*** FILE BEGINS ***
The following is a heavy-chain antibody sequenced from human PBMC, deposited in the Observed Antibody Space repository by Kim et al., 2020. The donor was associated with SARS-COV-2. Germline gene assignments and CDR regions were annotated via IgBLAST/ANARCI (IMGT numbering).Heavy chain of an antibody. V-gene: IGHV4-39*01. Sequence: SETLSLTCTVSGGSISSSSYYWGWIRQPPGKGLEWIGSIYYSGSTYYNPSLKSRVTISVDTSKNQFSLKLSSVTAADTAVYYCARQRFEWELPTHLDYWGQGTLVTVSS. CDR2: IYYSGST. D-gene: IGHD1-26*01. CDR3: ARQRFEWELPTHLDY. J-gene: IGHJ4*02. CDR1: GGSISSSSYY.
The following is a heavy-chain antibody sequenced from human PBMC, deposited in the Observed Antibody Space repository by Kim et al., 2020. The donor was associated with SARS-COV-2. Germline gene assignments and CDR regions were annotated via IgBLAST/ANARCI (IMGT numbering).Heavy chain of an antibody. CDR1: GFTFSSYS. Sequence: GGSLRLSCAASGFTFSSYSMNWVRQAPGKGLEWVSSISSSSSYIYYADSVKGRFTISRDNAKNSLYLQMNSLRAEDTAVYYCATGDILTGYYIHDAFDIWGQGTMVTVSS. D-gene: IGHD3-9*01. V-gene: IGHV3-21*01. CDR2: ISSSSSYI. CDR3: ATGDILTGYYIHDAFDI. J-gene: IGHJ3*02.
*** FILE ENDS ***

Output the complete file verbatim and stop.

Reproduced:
The following is a heavy-chain antibody sequenced from human PBMC, deposited in the Observed Antibody Space repository by Kim et al., 2020. The donor was associated with SARS-COV-2. Germline gene assignments and CDR regions were annotated via IgBLAST/ANARCI (IMGT numbering).Heavy chain of an antibody. V-gene: IGHV4-39*01. Sequence: SETLSLTCTVSGGSISSSSYYWGWIRQPPGKGLEWIGSIYYSGSTYYNPSLKSRVTISVDTSKNQFSLKLSSVTAADTAVYYCARQRFEWELPTHLDYWGQGTLVTVSS. CDR2: IYYSGST. D-gene: IGHD1-26*01. CDR3: ARQRFEWELPTHLDY. J-gene: IGHJ4*02. CDR1: GGSISSSSYY.
The following is a heavy-chain antibody sequenced from human PBMC, deposited in the Observed Antibody Space repository by Kim et al., 2020. The donor was associated with SARS-COV-2. Germline gene assignments and CDR regions were annotated via IgBLAST/ANARCI (IMGT numbering).Heavy chain of an antibody. CDR1: GFTFSSYS. Sequence: GGSLRLSCAASGFTFSSYSMNWVRQAPGKGLEWVSSISSSSSYIYYADSVKGRFTISRDNAKNSLYLQMNSLRAEDTAVYYCATGDILTGYYIHDAFDIWGQGTMVTVSS. D-gene: IGHD3-9*01. V-gene: IGHV3-21*01. CDR2: ISSSSSYI. CDR3: ATGDILTGYYIHDAFDI. J-gene: IGHJ3*02.